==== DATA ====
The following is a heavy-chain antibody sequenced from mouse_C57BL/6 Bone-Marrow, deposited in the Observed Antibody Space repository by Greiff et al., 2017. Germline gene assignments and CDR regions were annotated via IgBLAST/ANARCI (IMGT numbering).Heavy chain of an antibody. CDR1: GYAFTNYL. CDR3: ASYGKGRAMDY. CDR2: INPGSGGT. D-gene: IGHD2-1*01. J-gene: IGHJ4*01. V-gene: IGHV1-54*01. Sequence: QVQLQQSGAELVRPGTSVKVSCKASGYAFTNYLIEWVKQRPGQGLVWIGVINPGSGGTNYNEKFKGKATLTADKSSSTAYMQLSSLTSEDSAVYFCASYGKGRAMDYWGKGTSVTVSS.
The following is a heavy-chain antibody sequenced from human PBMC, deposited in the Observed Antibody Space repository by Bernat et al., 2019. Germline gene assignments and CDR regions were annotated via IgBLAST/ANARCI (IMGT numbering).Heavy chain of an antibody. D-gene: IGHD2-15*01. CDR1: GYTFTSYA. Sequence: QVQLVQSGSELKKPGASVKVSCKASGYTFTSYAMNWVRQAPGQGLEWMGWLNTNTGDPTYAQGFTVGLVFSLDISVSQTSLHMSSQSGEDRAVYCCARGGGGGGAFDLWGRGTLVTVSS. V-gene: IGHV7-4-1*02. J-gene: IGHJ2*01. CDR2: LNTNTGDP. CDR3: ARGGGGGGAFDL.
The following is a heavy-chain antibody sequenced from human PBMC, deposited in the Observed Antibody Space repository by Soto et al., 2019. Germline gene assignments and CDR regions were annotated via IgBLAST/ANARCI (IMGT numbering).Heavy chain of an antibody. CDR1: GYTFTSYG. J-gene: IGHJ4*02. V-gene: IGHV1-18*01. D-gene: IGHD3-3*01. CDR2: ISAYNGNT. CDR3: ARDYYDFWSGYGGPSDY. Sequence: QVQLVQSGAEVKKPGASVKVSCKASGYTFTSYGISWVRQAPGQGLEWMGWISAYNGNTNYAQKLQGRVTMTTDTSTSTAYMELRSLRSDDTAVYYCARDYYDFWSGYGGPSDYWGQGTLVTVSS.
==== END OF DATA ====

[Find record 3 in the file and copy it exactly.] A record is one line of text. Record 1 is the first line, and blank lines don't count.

The following is a heavy-chain antibody sequenced from human PBMC, deposited in the Observed Antibody Space repository by Soto et al., 2019. Germline gene assignments and CDR regions were annotated via IgBLAST/ANARCI (IMGT numbering).Heavy chain of an antibody. CDR1: GYTFTSYG. J-gene: IGHJ4*02. V-gene: IGHV1-18*01. D-gene: IGHD3-3*01. CDR2: ISAYNGNT. CDR3: ARDYYDFWSGYGGPSDY. Sequence: QVQLVQSGAEVKKPGASVKVSCKASGYTFTSYGISWVRQAPGQGLEWMGWISAYNGNTNYAQKLQGRVTMTTDTSTSTAYMELRSLRSDDTAVYYCARDYYDFWSGYGGPSDYWGQGTLVTVSS.